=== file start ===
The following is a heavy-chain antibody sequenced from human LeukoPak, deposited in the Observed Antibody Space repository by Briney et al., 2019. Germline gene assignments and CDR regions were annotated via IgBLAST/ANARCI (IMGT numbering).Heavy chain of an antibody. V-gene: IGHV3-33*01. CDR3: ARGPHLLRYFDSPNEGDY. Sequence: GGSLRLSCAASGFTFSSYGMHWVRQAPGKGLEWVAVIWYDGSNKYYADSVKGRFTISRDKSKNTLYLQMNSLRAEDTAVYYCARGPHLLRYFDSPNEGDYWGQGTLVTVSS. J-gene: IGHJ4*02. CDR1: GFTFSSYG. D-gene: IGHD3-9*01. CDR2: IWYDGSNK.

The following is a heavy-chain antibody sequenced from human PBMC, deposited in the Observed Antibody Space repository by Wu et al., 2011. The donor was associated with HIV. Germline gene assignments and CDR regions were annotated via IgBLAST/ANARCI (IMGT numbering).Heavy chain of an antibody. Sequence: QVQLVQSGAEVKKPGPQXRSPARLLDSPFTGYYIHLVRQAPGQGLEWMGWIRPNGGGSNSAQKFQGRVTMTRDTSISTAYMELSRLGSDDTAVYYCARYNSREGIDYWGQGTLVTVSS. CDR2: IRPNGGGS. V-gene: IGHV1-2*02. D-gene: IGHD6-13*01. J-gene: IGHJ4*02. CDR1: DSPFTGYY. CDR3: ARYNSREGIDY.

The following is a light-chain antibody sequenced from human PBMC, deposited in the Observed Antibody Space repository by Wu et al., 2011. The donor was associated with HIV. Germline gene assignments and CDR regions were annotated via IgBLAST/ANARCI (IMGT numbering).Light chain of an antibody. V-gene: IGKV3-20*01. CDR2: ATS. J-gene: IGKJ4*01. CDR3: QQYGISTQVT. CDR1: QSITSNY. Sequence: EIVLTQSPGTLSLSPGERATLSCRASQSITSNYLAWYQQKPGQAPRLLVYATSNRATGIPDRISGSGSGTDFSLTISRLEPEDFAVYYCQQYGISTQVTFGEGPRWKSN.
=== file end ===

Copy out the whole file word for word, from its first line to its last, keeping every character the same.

The following is a heavy-chain antibody sequenced from human LeukoPak, deposited in the Observed Antibody Space repository by Briney et al., 2019. Germline gene assignments and CDR regions were annotated via IgBLAST/ANARCI (IMGT numbering).Heavy chain of an antibody. V-gene: IGHV3-33*01. CDR3: ARGPHLLRYFDSPNEGDY. Sequence: GGSLRLSCAASGFTFSSYGMHWVRQAPGKGLEWVAVIWYDGSNKYYADSVKGRFTISRDKSKNTLYLQMNSLRAEDTAVYYCARGPHLLRYFDSPNEGDYWGQGTLVTVSS. J-gene: IGHJ4*02. CDR1: GFTFSSYG. D-gene: IGHD3-9*01. CDR2: IWYDGSNK.

The following is a heavy-chain antibody sequenced from human PBMC, deposited in the Observed Antibody Space repository by Wu et al., 2011. The donor was associated with HIV. Germline gene assignments and CDR regions were annotated via IgBLAST/ANARCI (IMGT numbering).Heavy chain of an antibody. Sequence: QVQLVQSGAEVKKPGPQXRSPARLLDSPFTGYYIHLVRQAPGQGLEWMGWIRPNGGGSNSAQKFQGRVTMTRDTSISTAYMELSRLGSDDTAVYYCARYNSREGIDYWGQGTLVTVSS. CDR2: IRPNGGGS. V-gene: IGHV1-2*02. D-gene: IGHD6-13*01. J-gene: IGHJ4*02. CDR1: DSPFTGYY. CDR3: ARYNSREGIDY.

The following is a light-chain antibody sequenced from human PBMC, deposited in the Observed Antibody Space repository by Wu et al., 2011. The donor was associated with HIV. Germline gene assignments and CDR regions were annotated via IgBLAST/ANARCI (IMGT numbering).Light chain of an antibody. V-gene: IGKV3-20*01. CDR2: ATS. J-gene: IGKJ4*01. CDR3: QQYGISTQVT. CDR1: QSITSNY. Sequence: EIVLTQSPGTLSLSPGERATLSCRASQSITSNYLAWYQQKPGQAPRLLVYATSNRATGIPDRISGSGSGTDFSLTISRLEPEDFAVYYCQQYGISTQVTFGEGPRWKSN.